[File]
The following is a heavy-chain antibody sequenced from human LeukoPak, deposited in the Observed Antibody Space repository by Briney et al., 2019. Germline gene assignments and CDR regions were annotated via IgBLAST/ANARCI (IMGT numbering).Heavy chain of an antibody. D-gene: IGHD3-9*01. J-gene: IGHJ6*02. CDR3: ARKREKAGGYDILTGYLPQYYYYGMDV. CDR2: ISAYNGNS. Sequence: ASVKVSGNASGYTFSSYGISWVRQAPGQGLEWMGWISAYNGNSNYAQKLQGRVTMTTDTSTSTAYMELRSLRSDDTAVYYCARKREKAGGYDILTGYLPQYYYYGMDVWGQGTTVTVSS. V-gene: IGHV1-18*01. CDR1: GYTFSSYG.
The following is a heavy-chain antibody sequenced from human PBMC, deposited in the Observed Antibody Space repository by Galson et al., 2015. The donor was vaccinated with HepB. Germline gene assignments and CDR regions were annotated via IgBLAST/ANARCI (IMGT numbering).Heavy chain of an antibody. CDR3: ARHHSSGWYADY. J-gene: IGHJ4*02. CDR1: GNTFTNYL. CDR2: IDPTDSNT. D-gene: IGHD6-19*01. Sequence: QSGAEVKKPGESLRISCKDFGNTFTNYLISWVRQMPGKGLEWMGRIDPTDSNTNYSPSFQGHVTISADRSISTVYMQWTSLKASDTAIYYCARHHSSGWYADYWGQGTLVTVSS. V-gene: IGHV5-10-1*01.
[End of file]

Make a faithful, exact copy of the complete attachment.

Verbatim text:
The following is a heavy-chain antibody sequenced from human LeukoPak, deposited in the Observed Antibody Space repository by Briney et al., 2019. Germline gene assignments and CDR regions were annotated via IgBLAST/ANARCI (IMGT numbering).Heavy chain of an antibody. D-gene: IGHD3-9*01. J-gene: IGHJ6*02. CDR3: ARKREKAGGYDILTGYLPQYYYYGMDV. CDR2: ISAYNGNS. Sequence: ASVKVSGNASGYTFSSYGISWVRQAPGQGLEWMGWISAYNGNSNYAQKLQGRVTMTTDTSTSTAYMELRSLRSDDTAVYYCARKREKAGGYDILTGYLPQYYYYGMDVWGQGTTVTVSS. V-gene: IGHV1-18*01. CDR1: GYTFSSYG.
The following is a heavy-chain antibody sequenced from human PBMC, deposited in the Observed Antibody Space repository by Galson et al., 2015. The donor was vaccinated with HepB. Germline gene assignments and CDR regions were annotated via IgBLAST/ANARCI (IMGT numbering).Heavy chain of an antibody. CDR3: ARHHSSGWYADY. J-gene: IGHJ4*02. CDR1: GNTFTNYL. CDR2: IDPTDSNT. D-gene: IGHD6-19*01. Sequence: QSGAEVKKPGESLRISCKDFGNTFTNYLISWVRQMPGKGLEWMGRIDPTDSNTNYSPSFQGHVTISADRSISTVYMQWTSLKASDTAIYYCARHHSSGWYADYWGQGTLVTVSS. V-gene: IGHV5-10-1*01.